Lawsuit alleges N.J. Catholic school covered up wrestling coaches’ abuse: A former wrestler has sued his Catholic high school, claiming the New Jersey school and church officials conspired to cover up sexual and verbal abuse in its nationally recognized wrestling program. The suit filed Monday alleges Bergen Catholic High School wrestling coaches shared pornographic images with team members, watched wrestlers strip naked and sent athletes inappropriate text messages. It also claims school and Archdiocese of Newark officials worked to shield the coaches. In a statement issued Monday, Brother Brian Walsh — president of the school in Oradell — said the suit was “based on allegations that are unfounded, frivolous and untrue.”
Failed Senate candidate Roy Moore countersues accuser: Former U.S. Senate candidate Roy Moore is countersuing a woman who said he sexually touched her when she was 14 and he was 32. Attorneys for Moore filed the defamation counterclaim Monday against Leigh Corfman — who has an ongoing defamation lawsuit against Moore — denying the accusations of misconduct raised by Corfman in an interview with the Washington Post. Corfman is among several women who say Moore romantically or sexually pursued them decades ago when they were in their teens and he was in his 30s.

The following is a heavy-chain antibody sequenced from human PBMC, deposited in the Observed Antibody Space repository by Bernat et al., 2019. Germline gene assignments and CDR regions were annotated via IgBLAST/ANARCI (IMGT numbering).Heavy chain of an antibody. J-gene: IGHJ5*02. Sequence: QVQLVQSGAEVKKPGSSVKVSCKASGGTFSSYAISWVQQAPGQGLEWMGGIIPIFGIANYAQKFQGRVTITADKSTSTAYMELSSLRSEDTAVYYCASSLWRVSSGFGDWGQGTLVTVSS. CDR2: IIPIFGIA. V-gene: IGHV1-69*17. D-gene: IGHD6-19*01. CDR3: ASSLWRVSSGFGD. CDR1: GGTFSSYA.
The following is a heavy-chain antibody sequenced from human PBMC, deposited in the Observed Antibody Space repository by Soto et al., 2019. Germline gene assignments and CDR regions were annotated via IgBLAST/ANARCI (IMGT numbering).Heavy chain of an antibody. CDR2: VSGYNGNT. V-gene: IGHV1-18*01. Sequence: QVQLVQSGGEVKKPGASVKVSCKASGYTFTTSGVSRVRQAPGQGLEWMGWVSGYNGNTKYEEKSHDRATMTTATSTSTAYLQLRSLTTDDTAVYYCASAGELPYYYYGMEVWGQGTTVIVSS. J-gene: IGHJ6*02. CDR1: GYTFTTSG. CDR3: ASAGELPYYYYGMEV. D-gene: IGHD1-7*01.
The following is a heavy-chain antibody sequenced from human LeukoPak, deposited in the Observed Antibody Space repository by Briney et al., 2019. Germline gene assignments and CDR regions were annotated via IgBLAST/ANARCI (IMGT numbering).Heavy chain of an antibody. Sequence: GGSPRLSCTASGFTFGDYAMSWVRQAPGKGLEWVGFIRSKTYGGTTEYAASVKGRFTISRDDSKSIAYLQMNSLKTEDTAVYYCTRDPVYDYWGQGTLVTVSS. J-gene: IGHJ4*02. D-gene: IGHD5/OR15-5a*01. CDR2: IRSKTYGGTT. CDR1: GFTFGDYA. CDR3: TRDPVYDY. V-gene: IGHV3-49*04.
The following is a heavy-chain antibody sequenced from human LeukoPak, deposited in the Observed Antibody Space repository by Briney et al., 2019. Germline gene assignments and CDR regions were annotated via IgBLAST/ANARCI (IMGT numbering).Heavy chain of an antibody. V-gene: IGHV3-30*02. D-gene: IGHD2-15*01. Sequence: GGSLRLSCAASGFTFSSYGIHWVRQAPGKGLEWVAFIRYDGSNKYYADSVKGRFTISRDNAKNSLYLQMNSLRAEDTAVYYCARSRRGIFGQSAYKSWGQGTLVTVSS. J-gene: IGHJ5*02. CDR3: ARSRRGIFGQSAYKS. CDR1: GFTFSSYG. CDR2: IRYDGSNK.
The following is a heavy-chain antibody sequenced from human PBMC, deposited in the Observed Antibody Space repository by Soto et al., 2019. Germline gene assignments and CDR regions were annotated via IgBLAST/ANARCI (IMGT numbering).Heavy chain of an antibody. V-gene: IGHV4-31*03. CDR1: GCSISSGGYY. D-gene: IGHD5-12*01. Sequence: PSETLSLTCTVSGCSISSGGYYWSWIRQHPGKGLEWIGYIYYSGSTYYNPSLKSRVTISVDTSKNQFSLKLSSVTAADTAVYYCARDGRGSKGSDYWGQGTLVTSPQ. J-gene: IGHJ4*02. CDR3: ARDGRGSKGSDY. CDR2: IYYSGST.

U.S. awards $18.5 billion in recovery grants for Puerto Rico: The U.S. government announced Tuesday that it will award $18.5 billion worth of disaster recovery grants to Puerto Rico to help repair homes, businesses and its crumbling power grid as the U.S. territory struggles to recover from Hurricane Maria. It is the largest single amount for such assistance ever awarded by the U.S. Department of Housing and Urban Development.